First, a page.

Bar costumes are built for more intimate shows and venues. In my own experience, some of them are very well planned while others are thrown together at the last minute. (With the abundance of performers and lack of jobs in the burlesque world, I recommend against throwing things together at the last minute. It's better for your brand -- unless of course the theme of the show is "thrown together.") When I was in acting class many years ago, we'd have to assemble costumes and props to prepare scenes that we presented to the class in roughly one week. We'd cobble bits from our own wardrobe, hit thrift stores, borrow what we could from classmates. Of course, we weren't in the business of taking off our clothes to entertain an audience; we were presenting a slice of representational, real-life drama. Also it was acting class, not a paid gig.
Bar costumes aren't necessarily intended to be seen from the back row of a large theater. Bar costumes are a smart investment for a newer performer, for someone with a weekly show, or for someone who wants to hit the ground running and to perform as frequently as possible. I've put together some great bar costumes for numbers I've been performing for four years.
This is a Leg Avenue outfit straight out of the package (and onto a very skinny Snapper in 2007). I wore it for a pole show for one performance, and decided to turn it into a burlesque costume. By adding some rhinestones to the skirt and ditching the two tops for a hoodie, I made a bar costume. I still perform this number today, and the costume has held up well. It's not flashy, but it is stage worthy.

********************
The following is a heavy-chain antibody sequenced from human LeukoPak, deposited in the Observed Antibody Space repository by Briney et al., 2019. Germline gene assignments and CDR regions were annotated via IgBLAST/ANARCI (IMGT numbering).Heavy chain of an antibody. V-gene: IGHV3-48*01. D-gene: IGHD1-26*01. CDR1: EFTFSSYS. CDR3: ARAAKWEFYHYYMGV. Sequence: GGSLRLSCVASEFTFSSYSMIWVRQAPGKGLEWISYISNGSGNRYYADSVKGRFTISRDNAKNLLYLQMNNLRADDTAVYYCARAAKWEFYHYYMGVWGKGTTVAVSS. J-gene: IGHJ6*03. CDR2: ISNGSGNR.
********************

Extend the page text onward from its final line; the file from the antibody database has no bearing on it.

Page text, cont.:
|SH Photo (c) 2012|
This is a stripper store skirt, polo shirt, handmade beret (because I'm allergic to wool), and my original scout sash. I wear a beaded bra beneath. I was in a monthly show in 2008 and this number just fell into place. It's not flashy, and it's not nearly as expensive as other costumes I've made. It's a fun and entertaining number, but it's not designed for a huge audience to be able to see.
|Dan Hendricks (c) 2008|
This is my monkey wrench costume. I glued (yes, glued) embellishments on the bra, panties, shoes and coveralls, and I stitched fringe on the bra, panties and socks. I knew I'd have gigs in bars when I created this costume, so I didn't worry so much about making sure that more than 150 people could see the important parts of the costume from afar. I had no designs on putting this on a large stage.
|Dan Hendricks (c) 2009|
Here's my sperm costume. I paid too much for a "vintage" dress at a shop on Hollywood Boulevard for the outer costume. I used glue (again) and some hand sewing for the underthings. I put the number together for one gig at a bar/restaurant, and I've been performing it in bars since. The costume and props aren't really designed for a large stage.
Event costumes are those you intend to sparkle and shine on a big stage. They need a bit more "wow" than a bar costume because they need to be seen from the back of the house. Event costumes can be a bit more spendy. If you create a costume for an event (large theater, convention, festival, film), it needs to be sturdy because it's likely you'll be asked to perform that number in other places as an out-of-town guest. It's also likely that you'll perform in that costume for several years.
|Flash Adams (c) 2010|
My Stepford Wife costume was the first costume I intended for a larger audience. I made the dress from scratch. I combined stitching and gluing for the trim (bad girl), but this time I used beaded trim that reflected more light. I put rhinestones on the dress, underthings and gloves. This number has been performed in theaters, bars, and at festivals across the country since 2008. Very sparkly, very easy to pack, and it can be seen from the back row.
|SH Photo (c) 2009|